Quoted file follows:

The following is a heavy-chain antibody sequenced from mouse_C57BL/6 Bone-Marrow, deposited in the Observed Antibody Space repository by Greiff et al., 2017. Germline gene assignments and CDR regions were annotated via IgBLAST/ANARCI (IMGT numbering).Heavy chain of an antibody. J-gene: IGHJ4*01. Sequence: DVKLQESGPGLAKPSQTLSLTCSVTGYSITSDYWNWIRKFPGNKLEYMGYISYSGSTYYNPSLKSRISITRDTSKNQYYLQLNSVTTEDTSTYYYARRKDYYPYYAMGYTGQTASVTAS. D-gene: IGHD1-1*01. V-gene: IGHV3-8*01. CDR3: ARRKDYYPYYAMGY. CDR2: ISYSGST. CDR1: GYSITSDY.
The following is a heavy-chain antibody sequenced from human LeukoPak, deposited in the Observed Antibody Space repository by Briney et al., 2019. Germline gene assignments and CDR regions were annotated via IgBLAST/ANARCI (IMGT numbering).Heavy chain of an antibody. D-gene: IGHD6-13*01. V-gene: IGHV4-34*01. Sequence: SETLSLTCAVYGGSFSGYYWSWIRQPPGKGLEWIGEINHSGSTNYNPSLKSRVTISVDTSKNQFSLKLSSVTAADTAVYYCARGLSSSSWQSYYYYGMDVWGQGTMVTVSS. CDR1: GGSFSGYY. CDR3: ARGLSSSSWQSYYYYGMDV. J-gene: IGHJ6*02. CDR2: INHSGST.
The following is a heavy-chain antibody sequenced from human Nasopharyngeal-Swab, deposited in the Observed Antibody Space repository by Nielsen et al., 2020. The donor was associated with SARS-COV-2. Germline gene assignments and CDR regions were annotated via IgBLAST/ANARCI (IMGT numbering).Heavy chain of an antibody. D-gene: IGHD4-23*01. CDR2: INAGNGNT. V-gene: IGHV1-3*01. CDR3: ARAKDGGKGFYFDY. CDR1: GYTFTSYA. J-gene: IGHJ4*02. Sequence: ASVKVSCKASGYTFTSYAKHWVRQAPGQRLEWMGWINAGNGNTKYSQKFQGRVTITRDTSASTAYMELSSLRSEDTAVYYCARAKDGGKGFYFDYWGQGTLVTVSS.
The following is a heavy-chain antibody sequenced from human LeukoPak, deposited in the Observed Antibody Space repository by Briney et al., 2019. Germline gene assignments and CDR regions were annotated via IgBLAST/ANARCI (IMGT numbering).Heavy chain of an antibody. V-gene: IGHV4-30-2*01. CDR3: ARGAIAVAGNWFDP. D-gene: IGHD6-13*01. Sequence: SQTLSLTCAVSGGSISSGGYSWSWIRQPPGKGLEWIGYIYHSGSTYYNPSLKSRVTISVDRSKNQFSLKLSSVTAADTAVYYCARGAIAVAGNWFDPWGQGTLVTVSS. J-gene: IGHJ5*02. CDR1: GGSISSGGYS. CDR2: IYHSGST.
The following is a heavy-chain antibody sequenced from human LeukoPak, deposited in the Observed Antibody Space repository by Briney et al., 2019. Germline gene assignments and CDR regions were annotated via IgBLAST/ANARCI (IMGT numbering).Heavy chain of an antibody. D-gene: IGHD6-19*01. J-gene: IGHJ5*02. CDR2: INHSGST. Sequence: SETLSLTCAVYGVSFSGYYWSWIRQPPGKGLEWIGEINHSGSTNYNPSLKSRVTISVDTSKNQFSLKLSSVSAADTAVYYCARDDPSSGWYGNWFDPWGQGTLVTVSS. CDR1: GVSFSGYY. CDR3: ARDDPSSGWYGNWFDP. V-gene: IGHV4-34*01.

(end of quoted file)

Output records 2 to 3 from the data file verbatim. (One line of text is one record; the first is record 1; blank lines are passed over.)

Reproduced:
The following is a heavy-chain antibody sequenced from human LeukoPak, deposited in the Observed Antibody Space repository by Briney et al., 2019. Germline gene assignments and CDR regions were annotated via IgBLAST/ANARCI (IMGT numbering).Heavy chain of an antibody. D-gene: IGHD6-13*01. V-gene: IGHV4-34*01. Sequence: SETLSLTCAVYGGSFSGYYWSWIRQPPGKGLEWIGEINHSGSTNYNPSLKSRVTISVDTSKNQFSLKLSSVTAADTAVYYCARGLSSSSWQSYYYYGMDVWGQGTMVTVSS. CDR1: GGSFSGYY. CDR3: ARGLSSSSWQSYYYYGMDV. J-gene: IGHJ6*02. CDR2: INHSGST.
The following is a heavy-chain antibody sequenced from human Nasopharyngeal-Swab, deposited in the Observed Antibody Space repository by Nielsen et al., 2020. The donor was associated with SARS-COV-2. Germline gene assignments and CDR regions were annotated via IgBLAST/ANARCI (IMGT numbering).Heavy chain of an antibody. D-gene: IGHD4-23*01. CDR2: INAGNGNT. V-gene: IGHV1-3*01. CDR3: ARAKDGGKGFYFDY. CDR1: GYTFTSYA. J-gene: IGHJ4*02. Sequence: ASVKVSCKASGYTFTSYAKHWVRQAPGQRLEWMGWINAGNGNTKYSQKFQGRVTITRDTSASTAYMELSSLRSEDTAVYYCARAKDGGKGFYFDYWGQGTLVTVSS.